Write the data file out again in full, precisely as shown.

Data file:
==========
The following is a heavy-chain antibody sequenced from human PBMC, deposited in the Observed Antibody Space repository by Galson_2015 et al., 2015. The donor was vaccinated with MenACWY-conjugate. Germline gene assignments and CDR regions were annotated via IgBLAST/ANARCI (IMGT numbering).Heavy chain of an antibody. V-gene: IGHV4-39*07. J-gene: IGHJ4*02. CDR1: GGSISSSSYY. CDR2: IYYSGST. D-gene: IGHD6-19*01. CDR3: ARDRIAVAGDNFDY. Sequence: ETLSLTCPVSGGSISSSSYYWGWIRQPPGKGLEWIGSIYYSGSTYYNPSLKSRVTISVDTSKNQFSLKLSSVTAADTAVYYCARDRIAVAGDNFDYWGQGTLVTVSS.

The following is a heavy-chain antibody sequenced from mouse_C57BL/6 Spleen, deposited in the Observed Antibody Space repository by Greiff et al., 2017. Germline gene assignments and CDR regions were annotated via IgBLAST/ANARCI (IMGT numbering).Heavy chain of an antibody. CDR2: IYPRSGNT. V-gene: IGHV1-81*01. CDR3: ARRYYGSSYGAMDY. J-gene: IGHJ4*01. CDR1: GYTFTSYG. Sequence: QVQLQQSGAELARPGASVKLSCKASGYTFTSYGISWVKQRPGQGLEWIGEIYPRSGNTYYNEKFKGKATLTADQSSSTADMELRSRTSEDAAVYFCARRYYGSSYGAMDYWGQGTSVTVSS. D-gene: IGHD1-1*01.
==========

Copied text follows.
The following is a heavy-chain antibody sequenced from human PBMC, deposited in the Observed Antibody Space repository by Galson_2015 et al., 2015. The donor was vaccinated with MenACWY-conjugate. Germline gene assignments and CDR regions were annotated via IgBLAST/ANARCI (IMGT numbering).Heavy chain of an antibody. V-gene: IGHV4-39*07. J-gene: IGHJ4*02. CDR1: GGSISSSSYY. CDR2: IYYSGST. D-gene: IGHD6-19*01. CDR3: ARDRIAVAGDNFDY. Sequence: ETLSLTCPVSGGSISSSSYYWGWIRQPPGKGLEWIGSIYYSGSTYYNPSLKSRVTISVDTSKNQFSLKLSSVTAADTAVYYCARDRIAVAGDNFDYWGQGTLVTVSS.

The following is a heavy-chain antibody sequenced from mouse_C57BL/6 Spleen, deposited in the Observed Antibody Space repository by Greiff et al., 2017. Germline gene assignments and CDR regions were annotated via IgBLAST/ANARCI (IMGT numbering).Heavy chain of an antibody. CDR2: IYPRSGNT. V-gene: IGHV1-81*01. CDR3: ARRYYGSSYGAMDY. J-gene: IGHJ4*01. CDR1: GYTFTSYG. Sequence: QVQLQQSGAELARPGASVKLSCKASGYTFTSYGISWVKQRPGQGLEWIGEIYPRSGNTYYNEKFKGKATLTADQSSSTADMELRSRTSEDAAVYFCARRYYGSSYGAMDYWGQGTSVTVSS. D-gene: IGHD1-1*01.